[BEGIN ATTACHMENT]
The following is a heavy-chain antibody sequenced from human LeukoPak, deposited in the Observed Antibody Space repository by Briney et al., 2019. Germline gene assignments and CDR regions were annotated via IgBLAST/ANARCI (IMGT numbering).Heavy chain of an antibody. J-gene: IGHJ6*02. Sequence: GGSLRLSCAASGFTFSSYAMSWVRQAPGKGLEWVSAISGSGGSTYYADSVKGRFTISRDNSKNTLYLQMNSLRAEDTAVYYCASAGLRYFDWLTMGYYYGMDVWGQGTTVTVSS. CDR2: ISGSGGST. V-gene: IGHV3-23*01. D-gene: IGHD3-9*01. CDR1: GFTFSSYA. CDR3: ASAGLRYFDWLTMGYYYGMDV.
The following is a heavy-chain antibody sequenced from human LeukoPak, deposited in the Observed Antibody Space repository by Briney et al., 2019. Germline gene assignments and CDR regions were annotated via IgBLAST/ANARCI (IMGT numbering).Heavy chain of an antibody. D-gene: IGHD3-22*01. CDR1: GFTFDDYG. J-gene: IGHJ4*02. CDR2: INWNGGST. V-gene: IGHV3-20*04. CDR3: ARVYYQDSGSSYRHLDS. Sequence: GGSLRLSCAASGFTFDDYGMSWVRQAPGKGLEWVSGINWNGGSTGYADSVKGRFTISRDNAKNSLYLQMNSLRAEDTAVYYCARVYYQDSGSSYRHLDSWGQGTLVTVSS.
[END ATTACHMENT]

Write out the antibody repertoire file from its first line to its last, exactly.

The following is a heavy-chain antibody sequenced from human LeukoPak, deposited in the Observed Antibody Space repository by Briney et al., 2019. Germline gene assignments and CDR regions were annotated via IgBLAST/ANARCI (IMGT numbering).Heavy chain of an antibody. J-gene: IGHJ6*02. Sequence: GGSLRLSCAASGFTFSSYAMSWVRQAPGKGLEWVSAISGSGGSTYYADSVKGRFTISRDNSKNTLYLQMNSLRAEDTAVYYCASAGLRYFDWLTMGYYYGMDVWGQGTTVTVSS. CDR2: ISGSGGST. V-gene: IGHV3-23*01. D-gene: IGHD3-9*01. CDR1: GFTFSSYA. CDR3: ASAGLRYFDWLTMGYYYGMDV.
The following is a heavy-chain antibody sequenced from human LeukoPak, deposited in the Observed Antibody Space repository by Briney et al., 2019. Germline gene assignments and CDR regions were annotated via IgBLAST/ANARCI (IMGT numbering).Heavy chain of an antibody. D-gene: IGHD3-22*01. CDR1: GFTFDDYG. J-gene: IGHJ4*02. CDR2: INWNGGST. V-gene: IGHV3-20*04. CDR3: ARVYYQDSGSSYRHLDS. Sequence: GGSLRLSCAASGFTFDDYGMSWVRQAPGKGLEWVSGINWNGGSTGYADSVKGRFTISRDNAKNSLYLQMNSLRAEDTAVYYCARVYYQDSGSSYRHLDSWGQGTLVTVSS.